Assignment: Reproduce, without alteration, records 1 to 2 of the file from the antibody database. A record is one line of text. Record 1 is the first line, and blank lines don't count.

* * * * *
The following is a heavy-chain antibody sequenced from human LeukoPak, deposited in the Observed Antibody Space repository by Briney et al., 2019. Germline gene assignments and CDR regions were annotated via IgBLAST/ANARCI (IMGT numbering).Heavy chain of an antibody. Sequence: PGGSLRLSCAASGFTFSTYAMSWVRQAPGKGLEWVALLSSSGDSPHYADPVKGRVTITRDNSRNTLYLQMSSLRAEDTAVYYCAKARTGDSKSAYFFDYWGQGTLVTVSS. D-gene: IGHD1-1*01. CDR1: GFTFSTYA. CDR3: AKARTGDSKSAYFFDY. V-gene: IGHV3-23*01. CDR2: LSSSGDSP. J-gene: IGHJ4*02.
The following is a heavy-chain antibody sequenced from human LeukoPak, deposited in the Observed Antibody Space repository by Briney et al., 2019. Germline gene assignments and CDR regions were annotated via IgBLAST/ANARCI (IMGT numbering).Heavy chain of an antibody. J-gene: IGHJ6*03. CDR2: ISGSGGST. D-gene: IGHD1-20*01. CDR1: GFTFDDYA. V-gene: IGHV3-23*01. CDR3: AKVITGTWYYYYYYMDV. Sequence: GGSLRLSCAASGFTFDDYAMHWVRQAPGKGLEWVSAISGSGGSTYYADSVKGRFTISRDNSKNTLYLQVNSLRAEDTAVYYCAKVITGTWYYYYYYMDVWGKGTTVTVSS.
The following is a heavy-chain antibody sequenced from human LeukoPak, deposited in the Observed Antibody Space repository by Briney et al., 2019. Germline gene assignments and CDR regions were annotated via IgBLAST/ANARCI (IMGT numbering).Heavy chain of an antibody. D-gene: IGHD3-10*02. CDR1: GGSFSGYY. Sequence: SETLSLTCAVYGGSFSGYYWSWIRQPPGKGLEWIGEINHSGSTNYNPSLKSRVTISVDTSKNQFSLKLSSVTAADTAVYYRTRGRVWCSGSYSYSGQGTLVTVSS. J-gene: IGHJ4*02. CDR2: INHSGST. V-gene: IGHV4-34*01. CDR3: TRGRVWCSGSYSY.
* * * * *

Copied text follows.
The following is a heavy-chain antibody sequenced from human LeukoPak, deposited in the Observed Antibody Space repository by Briney et al., 2019. Germline gene assignments and CDR regions were annotated via IgBLAST/ANARCI (IMGT numbering).Heavy chain of an antibody. Sequence: PGGSLRLSCAASGFTFSTYAMSWVRQAPGKGLEWVALLSSSGDSPHYADPVKGRVTITRDNSRNTLYLQMSSLRAEDTAVYYCAKARTGDSKSAYFFDYWGQGTLVTVSS. D-gene: IGHD1-1*01. CDR1: GFTFSTYA. CDR3: AKARTGDSKSAYFFDY. V-gene: IGHV3-23*01. CDR2: LSSSGDSP. J-gene: IGHJ4*02.
The following is a heavy-chain antibody sequenced from human LeukoPak, deposited in the Observed Antibody Space repository by Briney et al., 2019. Germline gene assignments and CDR regions were annotated via IgBLAST/ANARCI (IMGT numbering).Heavy chain of an antibody. J-gene: IGHJ6*03. CDR2: ISGSGGST. D-gene: IGHD1-20*01. CDR1: GFTFDDYA. V-gene: IGHV3-23*01. CDR3: AKVITGTWYYYYYYMDV. Sequence: GGSLRLSCAASGFTFDDYAMHWVRQAPGKGLEWVSAISGSGGSTYYADSVKGRFTISRDNSKNTLYLQVNSLRAEDTAVYYCAKVITGTWYYYYYYMDVWGKGTTVTVSS.